4 reasons why you should put a Lasting Power of Attorney in place right now

While nobody likes to think about the possibility that there will be a time when they cannot manage their own affairs, it is important to plan ahead just in case. If there is a risk that it could happen to you one day, you may benefit from putting a Lasting Power of Attorney (LPA) in place.

This is a legal document that lets you appoint someone, or more than one person, to look after your finances and personal wellbeing when you are no longer able to. However, you can only put one in place while you have the mental capacity to do so, so it may be better to do it sooner rather than later.

If you think you could benefit from this, here is what you need to know about LPAs and four reasons why you should put one in place right now.

There are several types of LPA and rules that determine who can be an attorney

One of the most important things to bear in mind is that only you can set up an LPA to cover your future needs. As we mentioned earlier, this has to be done while you have the mental capacity to do so.

Anyone you choose to act as your attorney must be aged 18 or over and must also have the mental capacity to make decisions. If you decide to have more than one, you can choose whether your attorneys must act together or can act separately.

Furthermore, there are two main types of LPAs to consider, and they cover different areas of your welfare. These are:

Health and Welfare LPA

This type of LPA would cover, along with other duties, your daily routine, medical care, and whether you may need to move into a care home.

Property and Financial Affairs LPA

This attorney can manage your finances on your behalf, such as paying important bills or collecting benefits.

Since both roles have their uses, you may want to consider whether you might need the help of only one or both.

4 reasons why you should put an LPA in place right now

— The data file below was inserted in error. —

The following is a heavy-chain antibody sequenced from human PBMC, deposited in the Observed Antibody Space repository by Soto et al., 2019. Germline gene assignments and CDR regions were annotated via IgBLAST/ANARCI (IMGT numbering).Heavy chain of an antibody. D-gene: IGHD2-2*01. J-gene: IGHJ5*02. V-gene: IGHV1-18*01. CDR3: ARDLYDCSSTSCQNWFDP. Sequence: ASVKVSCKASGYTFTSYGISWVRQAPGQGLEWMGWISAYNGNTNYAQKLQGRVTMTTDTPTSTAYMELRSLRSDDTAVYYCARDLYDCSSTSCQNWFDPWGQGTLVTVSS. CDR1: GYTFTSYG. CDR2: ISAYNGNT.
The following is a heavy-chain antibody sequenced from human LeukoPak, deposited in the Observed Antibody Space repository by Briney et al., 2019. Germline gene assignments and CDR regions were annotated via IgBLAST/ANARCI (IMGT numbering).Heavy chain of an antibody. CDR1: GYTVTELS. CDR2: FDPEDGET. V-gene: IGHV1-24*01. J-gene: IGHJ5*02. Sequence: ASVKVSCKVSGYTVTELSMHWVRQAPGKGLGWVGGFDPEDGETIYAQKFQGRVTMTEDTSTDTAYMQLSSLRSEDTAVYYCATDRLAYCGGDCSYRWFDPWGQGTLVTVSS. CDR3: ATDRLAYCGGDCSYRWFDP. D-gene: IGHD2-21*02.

1. It can help decisions to be made more quickly

One of the main benefits of having an LPA is that your loved ones can deal with your affairs right away if anything ever happens to you.

If you ever become incapacitated without having an LPA in place, your loved ones will have to apply to the Court of Protection to appoint a deputy. This can be a time-consuming affair, potentially taking up to three months, and may leave them vulnerable to financial issues while the application is being processed.

Furthermore, appointing a deputy in this way is often much more expensive than just setting up an LPA yourself.

2. It can give you a sense of control

Another important reason to appoint an LPA is that since you choose who acts on your behalf, you can retain a sense of control over what may happen. Since you can pick a person that you trust, you can rest easy in the knowledge that they will manage your affairs in the most effective way.

You have a high degree of control over what your attorney, or attorneys, are allowed to do on your behalf. For example, you can restrict the decisions that they are allowed to make, which can give you greater protection and peace of mind.

Of course, one key thing to bear in mind is that an LPA will only trigger when you are incapacitated. At this point, you obviously won’t be able to make any changes to it, so it’s important to think carefully about the long-term implications of any restrictions.

Furthermore, as well as picking someone that you trust for your attorney, you may also want to consider the expertise that the person you appoint may need. For example, if you run your own business then you may want to appoint a colleague or business partner to look after your financial interests.

3. It can cover all eventualities

Another reason to put an LPA in place is that they can be flexible. You can use them for temporary issues, such as a hospitalisation after an accident, or for long-term conditions such as dementia.

Furthermore, a Health and Welfare LPA is typically triggered once you are unable to make decisions yourself. However, a Property and Finance LPA can be come into play whenever you choose.

It’s also worth noting that if you set up an LPA temporarily, you can apply to alter or remove it once you can prove that you have the mental capacity.

4. It can give you greater peace of mind

The final reason to put an LPA in place is that you can gain greater peace of mind to know that your affairs will be looked after by a trusted attorney if you are no longer able to.

While you never know what the future may bring, you can at least prepare for it. Registering an LPA can help to give you confidence that, no matter what issues you may run into, you have a system in place to ensure that your wellbeing is looked after.

If you want to know more about how you could benefit from having in place, you may want to seek professional advice. Working with a financial planner can help you to make informed decisions when registering your LPA to ensure that you have nothing to worry about.

Get in touch

If you want to know more about how a Lasting Power of Attorney could benefit you, get in touch. Please email enquiries@metiswealth.co.uk or call 0345 450 5670.

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